Ili Pika Profile
There’s a magic rabbit up in the mountains of China, well adapted to the cold and so well hidden that it was only discovered by accident in the ‘80s.
This adorable little lagomorph made a big splash for a brief period in 2015 when it was rediscovered, photographed looking like a teddy bear and peering cutely at the photographer.
But the Ili Pika is a ‘rabbit’ on the run, and it has nowhere left to escape.
Ili Pika Facts Overview
|Habitat:||High altitude rocky outcrops|
|Location:||Chinese Tian Shan mountains|
|Lifespan:||Around 7 years|
|Color:||Grey, white and tan|
|Diet:||Forbs and flower|
|No. of Species:
Ili pika is a pika, which is a small, mountain-dwelling mammal that resembles a rabbit, but with short, rounded ears and no tail.
They are usually native to Asia and North America, while Ili pika appears to only reside in the Tian Shan mountains of northwest Chinese province Xinjiangbeen.
If rabbits had rap names, the Ili Pika would be a good example. This indie artist lives at dizzying altitudes and keeps mostly to itself.
Sadly, its small range, slow reproduction and the encroaching effects of humanity and climate change are threatening to wipe it out within a single human lifetime of its discovery.
Interesting Ili Pika Facts
1. Magic Bunny
As if the name “Ili Pika” wasn’t cute enough, this tiny lagomorph has been nicknamed the magic bunny for its resemblance to a short-eared rabbit. But it’s not quite a rabbit at all.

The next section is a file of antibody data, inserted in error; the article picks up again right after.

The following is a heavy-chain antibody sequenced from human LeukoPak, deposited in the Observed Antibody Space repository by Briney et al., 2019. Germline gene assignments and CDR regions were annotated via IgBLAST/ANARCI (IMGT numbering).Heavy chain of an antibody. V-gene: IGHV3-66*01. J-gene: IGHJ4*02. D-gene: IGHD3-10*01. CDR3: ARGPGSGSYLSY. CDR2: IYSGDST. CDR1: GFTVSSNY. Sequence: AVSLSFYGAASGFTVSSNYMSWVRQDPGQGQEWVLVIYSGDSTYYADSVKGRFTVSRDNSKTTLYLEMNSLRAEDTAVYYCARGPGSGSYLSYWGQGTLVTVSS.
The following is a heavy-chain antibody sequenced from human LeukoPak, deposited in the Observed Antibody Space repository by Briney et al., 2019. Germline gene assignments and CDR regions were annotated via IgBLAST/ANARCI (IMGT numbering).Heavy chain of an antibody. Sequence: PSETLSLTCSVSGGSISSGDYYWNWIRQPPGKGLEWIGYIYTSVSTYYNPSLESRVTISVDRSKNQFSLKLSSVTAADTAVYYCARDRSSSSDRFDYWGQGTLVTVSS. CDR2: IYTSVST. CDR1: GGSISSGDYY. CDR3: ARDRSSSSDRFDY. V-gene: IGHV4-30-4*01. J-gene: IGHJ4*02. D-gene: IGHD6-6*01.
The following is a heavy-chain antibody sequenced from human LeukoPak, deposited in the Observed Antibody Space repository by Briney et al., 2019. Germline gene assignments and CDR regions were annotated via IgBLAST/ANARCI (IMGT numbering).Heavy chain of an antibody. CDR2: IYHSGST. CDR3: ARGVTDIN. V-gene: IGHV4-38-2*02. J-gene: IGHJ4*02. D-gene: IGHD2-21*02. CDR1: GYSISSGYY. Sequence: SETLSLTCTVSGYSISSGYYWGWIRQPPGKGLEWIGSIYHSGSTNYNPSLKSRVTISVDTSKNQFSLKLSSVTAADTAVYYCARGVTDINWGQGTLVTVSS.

Pikas are remarkably close to rabbits and hares (leporids) genetically, both occupying the same order, Lagomorpha, and are members of the second of the two families within the order. While they look like rodents, they have more teeth and are generally strict herbivores, while rodents will typically eat anything.
Pikas differ from other lagomorphs in their limbs and ears, and they do not hibernate. They’re often mostly solitary, as opposed to Leporids.
2. They’re cathemeral
Unlike most pika species who are diurnal, the Ili Pika seems to be okay foraging at any time of the day or night. The word for this is cathemeral, which refers to an irregular waking pattern.
This ability is generally thought to be a huge advantage to an animal and is generally restricted by predation as a limiting factor.
This means, while many animals could take this approach, the cost of, say, coming out at night and being eaten by a tiger, isn’t worth the salvage rights of any resources you might find. This, as we will see, might be a problem for the Ili pika.
3. From discovery to extinction in one generation
Ili pikas were discovered in 1983 by Weidong Li, who has since become its major advocate. Since its discovery, this pika’s population has declined significantly and Li has taken great lengths to promote the species in the mainstream to generate support for its protection.
Since the 2000s, Li has conducted field studies to assess the situation for Ili Pikas and witnessed first-hand its decline. Li predicts the species has dropped to below 1,000 individuals from 2,900-4,000 estimated from surveys in 1992.
Since that time, he’s managed to set up sanctuaries for the animal with government support. There are numerous reasons why the Ili pika is struggling, many if not all of which apply to similar animals all over the world, so understanding the plight of this rare animal can help us protect our own ecosystems too.
Unfortunately, the major drivers of its demise are hard to address, and it may well disappear before its discoverer. 1